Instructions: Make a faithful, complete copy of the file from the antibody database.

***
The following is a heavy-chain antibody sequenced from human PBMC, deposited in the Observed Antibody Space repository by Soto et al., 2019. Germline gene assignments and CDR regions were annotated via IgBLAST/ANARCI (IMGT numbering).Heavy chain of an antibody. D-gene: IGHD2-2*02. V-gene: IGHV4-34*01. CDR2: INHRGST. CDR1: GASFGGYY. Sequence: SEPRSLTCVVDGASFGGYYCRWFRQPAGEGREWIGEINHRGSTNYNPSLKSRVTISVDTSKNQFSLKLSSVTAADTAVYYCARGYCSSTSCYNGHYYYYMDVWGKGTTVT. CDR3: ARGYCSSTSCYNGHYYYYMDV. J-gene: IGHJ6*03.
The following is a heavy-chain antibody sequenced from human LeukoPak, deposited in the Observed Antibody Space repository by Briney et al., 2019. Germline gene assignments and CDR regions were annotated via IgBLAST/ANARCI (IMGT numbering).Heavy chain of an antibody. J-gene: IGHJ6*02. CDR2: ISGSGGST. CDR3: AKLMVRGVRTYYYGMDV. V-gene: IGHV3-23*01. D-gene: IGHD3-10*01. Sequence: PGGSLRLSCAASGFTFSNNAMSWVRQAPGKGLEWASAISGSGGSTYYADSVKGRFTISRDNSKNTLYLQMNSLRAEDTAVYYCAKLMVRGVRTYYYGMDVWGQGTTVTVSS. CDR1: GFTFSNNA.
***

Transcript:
The following is a heavy-chain antibody sequenced from human PBMC, deposited in the Observed Antibody Space repository by Soto et al., 2019. Germline gene assignments and CDR regions were annotated via IgBLAST/ANARCI (IMGT numbering).Heavy chain of an antibody. D-gene: IGHD2-2*02. V-gene: IGHV4-34*01. CDR2: INHRGST. CDR1: GASFGGYY. Sequence: SEPRSLTCVVDGASFGGYYCRWFRQPAGEGREWIGEINHRGSTNYNPSLKSRVTISVDTSKNQFSLKLSSVTAADTAVYYCARGYCSSTSCYNGHYYYYMDVWGKGTTVT. CDR3: ARGYCSSTSCYNGHYYYYMDV. J-gene: IGHJ6*03.
The following is a heavy-chain antibody sequenced from human LeukoPak, deposited in the Observed Antibody Space repository by Briney et al., 2019. Germline gene assignments and CDR regions were annotated via IgBLAST/ANARCI (IMGT numbering).Heavy chain of an antibody. J-gene: IGHJ6*02. CDR2: ISGSGGST. CDR3: AKLMVRGVRTYYYGMDV. V-gene: IGHV3-23*01. D-gene: IGHD3-10*01. Sequence: PGGSLRLSCAASGFTFSNNAMSWVRQAPGKGLEWASAISGSGGSTYYADSVKGRFTISRDNSKNTLYLQMNSLRAEDTAVYYCAKLMVRGVRTYYYGMDVWGQGTTVTVSS. CDR1: GFTFSNNA.